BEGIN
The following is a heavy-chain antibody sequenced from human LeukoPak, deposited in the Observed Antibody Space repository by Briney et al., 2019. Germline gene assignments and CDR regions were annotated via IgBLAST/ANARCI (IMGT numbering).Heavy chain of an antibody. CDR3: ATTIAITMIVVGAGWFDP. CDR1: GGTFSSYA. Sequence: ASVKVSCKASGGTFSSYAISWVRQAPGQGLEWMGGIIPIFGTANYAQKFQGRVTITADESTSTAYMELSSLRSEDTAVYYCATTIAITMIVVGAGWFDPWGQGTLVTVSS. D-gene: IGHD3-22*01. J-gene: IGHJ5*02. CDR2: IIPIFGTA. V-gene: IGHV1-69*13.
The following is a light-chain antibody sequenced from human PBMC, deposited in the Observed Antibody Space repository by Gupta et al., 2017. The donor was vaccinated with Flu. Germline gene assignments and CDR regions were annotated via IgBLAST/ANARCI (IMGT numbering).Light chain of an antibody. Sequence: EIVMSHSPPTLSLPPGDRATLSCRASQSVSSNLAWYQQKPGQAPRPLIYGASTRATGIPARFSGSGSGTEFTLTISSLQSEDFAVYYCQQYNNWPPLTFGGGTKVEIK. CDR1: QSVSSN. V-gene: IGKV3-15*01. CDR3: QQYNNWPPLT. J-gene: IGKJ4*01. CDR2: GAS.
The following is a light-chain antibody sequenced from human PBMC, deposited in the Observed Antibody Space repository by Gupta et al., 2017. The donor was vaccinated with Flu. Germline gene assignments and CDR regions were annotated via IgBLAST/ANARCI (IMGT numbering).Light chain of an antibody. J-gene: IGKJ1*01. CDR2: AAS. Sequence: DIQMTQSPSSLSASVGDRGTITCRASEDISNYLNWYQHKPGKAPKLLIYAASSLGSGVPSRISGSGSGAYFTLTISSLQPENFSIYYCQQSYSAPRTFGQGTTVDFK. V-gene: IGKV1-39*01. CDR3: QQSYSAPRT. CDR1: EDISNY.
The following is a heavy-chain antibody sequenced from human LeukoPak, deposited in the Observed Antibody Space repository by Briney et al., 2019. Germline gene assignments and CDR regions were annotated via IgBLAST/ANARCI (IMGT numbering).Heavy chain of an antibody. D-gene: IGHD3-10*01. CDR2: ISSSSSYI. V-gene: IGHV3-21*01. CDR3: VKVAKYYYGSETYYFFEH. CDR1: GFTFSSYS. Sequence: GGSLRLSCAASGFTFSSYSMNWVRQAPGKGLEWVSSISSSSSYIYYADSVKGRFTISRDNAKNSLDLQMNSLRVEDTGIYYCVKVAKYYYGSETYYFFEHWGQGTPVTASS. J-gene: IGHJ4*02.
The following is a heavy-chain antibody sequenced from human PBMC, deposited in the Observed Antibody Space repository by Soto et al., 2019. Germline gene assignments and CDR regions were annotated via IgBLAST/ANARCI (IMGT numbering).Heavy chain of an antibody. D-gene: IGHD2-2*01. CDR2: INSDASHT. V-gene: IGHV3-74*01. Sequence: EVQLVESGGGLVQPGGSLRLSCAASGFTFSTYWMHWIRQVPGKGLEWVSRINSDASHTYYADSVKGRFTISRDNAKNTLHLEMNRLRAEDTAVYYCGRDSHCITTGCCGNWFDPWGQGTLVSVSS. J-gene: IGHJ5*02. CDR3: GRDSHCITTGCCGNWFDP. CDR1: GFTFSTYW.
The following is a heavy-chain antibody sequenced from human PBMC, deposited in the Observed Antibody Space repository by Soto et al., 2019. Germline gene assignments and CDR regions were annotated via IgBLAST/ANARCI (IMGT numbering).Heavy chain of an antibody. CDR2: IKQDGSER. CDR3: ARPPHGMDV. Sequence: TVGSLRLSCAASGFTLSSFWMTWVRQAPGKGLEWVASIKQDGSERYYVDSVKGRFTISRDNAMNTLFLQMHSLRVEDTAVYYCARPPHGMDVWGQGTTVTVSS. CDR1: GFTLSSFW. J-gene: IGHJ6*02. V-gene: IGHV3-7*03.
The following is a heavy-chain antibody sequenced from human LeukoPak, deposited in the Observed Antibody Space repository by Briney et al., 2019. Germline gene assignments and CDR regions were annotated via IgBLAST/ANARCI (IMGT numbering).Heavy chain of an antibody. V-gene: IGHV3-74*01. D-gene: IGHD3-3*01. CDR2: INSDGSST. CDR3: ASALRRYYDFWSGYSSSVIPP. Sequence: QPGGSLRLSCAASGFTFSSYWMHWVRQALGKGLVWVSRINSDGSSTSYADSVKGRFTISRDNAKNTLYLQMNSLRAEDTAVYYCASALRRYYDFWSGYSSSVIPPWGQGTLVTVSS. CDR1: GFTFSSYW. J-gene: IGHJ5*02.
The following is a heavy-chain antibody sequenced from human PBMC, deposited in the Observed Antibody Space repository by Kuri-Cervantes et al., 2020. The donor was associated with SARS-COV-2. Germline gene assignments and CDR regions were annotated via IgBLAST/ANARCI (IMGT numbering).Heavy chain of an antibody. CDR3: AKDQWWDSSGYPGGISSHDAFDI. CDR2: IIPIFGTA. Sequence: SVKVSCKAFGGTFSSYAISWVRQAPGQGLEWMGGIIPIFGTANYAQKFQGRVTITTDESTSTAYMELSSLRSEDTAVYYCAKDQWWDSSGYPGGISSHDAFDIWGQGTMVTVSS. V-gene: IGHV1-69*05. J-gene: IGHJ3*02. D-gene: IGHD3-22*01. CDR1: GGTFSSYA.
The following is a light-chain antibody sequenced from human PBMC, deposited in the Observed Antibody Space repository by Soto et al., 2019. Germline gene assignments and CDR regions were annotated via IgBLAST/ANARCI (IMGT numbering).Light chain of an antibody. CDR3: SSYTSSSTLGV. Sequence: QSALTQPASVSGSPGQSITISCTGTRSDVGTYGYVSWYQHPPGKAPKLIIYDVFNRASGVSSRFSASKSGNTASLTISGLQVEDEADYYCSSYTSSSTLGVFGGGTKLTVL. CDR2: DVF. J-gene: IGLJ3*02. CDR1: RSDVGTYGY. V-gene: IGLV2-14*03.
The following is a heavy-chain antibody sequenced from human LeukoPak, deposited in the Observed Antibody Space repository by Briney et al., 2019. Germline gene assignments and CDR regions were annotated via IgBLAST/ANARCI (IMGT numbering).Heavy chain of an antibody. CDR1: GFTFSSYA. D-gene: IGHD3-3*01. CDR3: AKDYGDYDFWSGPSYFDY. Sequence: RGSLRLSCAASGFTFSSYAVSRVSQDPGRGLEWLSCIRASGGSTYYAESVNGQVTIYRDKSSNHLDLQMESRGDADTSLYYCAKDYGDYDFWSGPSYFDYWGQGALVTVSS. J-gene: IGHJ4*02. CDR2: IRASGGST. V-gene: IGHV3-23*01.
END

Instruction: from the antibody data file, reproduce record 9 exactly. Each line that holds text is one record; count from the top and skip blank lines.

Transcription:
The following is a light-chain antibody sequenced from human PBMC, deposited in the Observed Antibody Space repository by Soto et al., 2019. Germline gene assignments and CDR regions were annotated via IgBLAST/ANARCI (IMGT numbering).Light chain of an antibody. CDR3: SSYTSSSTLGV. Sequence: QSALTQPASVSGSPGQSITISCTGTRSDVGTYGYVSWYQHPPGKAPKLIIYDVFNRASGVSSRFSASKSGNTASLTISGLQVEDEADYYCSSYTSSSTLGVFGGGTKLTVL. CDR2: DVF. J-gene: IGLJ3*02. CDR1: RSDVGTYGY. V-gene: IGLV2-14*03.